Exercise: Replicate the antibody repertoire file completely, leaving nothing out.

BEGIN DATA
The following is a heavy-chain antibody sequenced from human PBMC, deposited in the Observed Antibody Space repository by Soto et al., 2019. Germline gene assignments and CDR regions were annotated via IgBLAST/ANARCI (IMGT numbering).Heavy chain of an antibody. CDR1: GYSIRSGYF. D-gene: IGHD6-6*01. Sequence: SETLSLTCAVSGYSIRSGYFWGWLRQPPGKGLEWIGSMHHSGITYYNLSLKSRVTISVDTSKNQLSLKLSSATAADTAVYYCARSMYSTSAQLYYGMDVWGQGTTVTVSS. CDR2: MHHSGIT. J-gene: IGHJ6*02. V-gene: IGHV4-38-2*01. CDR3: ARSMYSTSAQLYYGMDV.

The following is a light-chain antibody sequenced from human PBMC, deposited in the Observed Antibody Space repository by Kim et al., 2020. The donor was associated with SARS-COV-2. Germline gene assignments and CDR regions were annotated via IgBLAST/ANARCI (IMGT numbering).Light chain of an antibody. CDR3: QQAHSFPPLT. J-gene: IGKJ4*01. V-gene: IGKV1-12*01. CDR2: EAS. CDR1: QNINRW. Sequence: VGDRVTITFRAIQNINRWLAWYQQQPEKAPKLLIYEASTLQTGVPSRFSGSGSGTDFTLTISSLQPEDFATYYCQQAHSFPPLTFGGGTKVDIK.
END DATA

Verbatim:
The following is a heavy-chain antibody sequenced from human PBMC, deposited in the Observed Antibody Space repository by Soto et al., 2019. Germline gene assignments and CDR regions were annotated via IgBLAST/ANARCI (IMGT numbering).Heavy chain of an antibody. CDR1: GYSIRSGYF. D-gene: IGHD6-6*01. Sequence: SETLSLTCAVSGYSIRSGYFWGWLRQPPGKGLEWIGSMHHSGITYYNLSLKSRVTISVDTSKNQLSLKLSSATAADTAVYYCARSMYSTSAQLYYGMDVWGQGTTVTVSS. CDR2: MHHSGIT. J-gene: IGHJ6*02. V-gene: IGHV4-38-2*01. CDR3: ARSMYSTSAQLYYGMDV.

The following is a light-chain antibody sequenced from human PBMC, deposited in the Observed Antibody Space repository by Kim et al., 2020. The donor was associated with SARS-COV-2. Germline gene assignments and CDR regions were annotated via IgBLAST/ANARCI (IMGT numbering).Light chain of an antibody. CDR3: QQAHSFPPLT. J-gene: IGKJ4*01. V-gene: IGKV1-12*01. CDR2: EAS. CDR1: QNINRW. Sequence: VGDRVTITFRAIQNINRWLAWYQQQPEKAPKLLIYEASTLQTGVPSRFSGSGSGTDFTLTISSLQPEDFATYYCQQAHSFPPLTFGGGTKVDIK.